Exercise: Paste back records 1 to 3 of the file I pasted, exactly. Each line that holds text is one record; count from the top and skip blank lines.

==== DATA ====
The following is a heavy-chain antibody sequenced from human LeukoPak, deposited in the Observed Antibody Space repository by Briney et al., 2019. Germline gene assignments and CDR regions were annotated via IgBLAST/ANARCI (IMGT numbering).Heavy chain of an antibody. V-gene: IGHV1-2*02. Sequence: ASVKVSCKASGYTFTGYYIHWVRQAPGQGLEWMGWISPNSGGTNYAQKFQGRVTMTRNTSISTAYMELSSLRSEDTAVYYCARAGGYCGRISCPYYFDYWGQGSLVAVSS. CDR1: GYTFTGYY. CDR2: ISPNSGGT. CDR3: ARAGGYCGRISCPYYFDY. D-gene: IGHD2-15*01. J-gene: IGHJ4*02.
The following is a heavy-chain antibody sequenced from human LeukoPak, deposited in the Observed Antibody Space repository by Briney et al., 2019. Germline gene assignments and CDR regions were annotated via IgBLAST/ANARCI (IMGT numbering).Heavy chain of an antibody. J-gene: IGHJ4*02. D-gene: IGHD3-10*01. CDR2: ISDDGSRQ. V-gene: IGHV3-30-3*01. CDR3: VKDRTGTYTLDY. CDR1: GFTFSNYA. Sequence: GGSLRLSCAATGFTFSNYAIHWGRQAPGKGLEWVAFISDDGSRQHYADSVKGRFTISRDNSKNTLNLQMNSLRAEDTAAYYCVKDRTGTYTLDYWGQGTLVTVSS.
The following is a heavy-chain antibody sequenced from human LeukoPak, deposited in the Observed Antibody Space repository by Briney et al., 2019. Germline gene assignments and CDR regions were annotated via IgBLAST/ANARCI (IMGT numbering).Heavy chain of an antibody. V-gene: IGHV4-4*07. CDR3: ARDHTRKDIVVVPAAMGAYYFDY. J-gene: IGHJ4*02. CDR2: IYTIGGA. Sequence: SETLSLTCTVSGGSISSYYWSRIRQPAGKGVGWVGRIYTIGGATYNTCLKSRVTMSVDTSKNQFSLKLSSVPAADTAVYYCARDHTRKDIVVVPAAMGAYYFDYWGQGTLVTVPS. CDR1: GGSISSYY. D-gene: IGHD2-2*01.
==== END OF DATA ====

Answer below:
The following is a heavy-chain antibody sequenced from human LeukoPak, deposited in the Observed Antibody Space repository by Briney et al., 2019. Germline gene assignments and CDR regions were annotated via IgBLAST/ANARCI (IMGT numbering).Heavy chain of an antibody. V-gene: IGHV1-2*02. Sequence: ASVKVSCKASGYTFTGYYIHWVRQAPGQGLEWMGWISPNSGGTNYAQKFQGRVTMTRNTSISTAYMELSSLRSEDTAVYYCARAGGYCGRISCPYYFDYWGQGSLVAVSS. CDR1: GYTFTGYY. CDR2: ISPNSGGT. CDR3: ARAGGYCGRISCPYYFDY. D-gene: IGHD2-15*01. J-gene: IGHJ4*02.
The following is a heavy-chain antibody sequenced from human LeukoPak, deposited in the Observed Antibody Space repository by Briney et al., 2019. Germline gene assignments and CDR regions were annotated via IgBLAST/ANARCI (IMGT numbering).Heavy chain of an antibody. J-gene: IGHJ4*02. D-gene: IGHD3-10*01. CDR2: ISDDGSRQ. V-gene: IGHV3-30-3*01. CDR3: VKDRTGTYTLDY. CDR1: GFTFSNYA. Sequence: GGSLRLSCAATGFTFSNYAIHWGRQAPGKGLEWVAFISDDGSRQHYADSVKGRFTISRDNSKNTLNLQMNSLRAEDTAAYYCVKDRTGTYTLDYWGQGTLVTVSS.
The following is a heavy-chain antibody sequenced from human LeukoPak, deposited in the Observed Antibody Space repository by Briney et al., 2019. Germline gene assignments and CDR regions were annotated via IgBLAST/ANARCI (IMGT numbering).Heavy chain of an antibody. V-gene: IGHV4-4*07. CDR3: ARDHTRKDIVVVPAAMGAYYFDY. J-gene: IGHJ4*02. CDR2: IYTIGGA. Sequence: SETLSLTCTVSGGSISSYYWSRIRQPAGKGVGWVGRIYTIGGATYNTCLKSRVTMSVDTSKNQFSLKLSSVPAADTAVYYCARDHTRKDIVVVPAAMGAYYFDYWGQGTLVTVPS. CDR1: GGSISSYY. D-gene: IGHD2-2*01.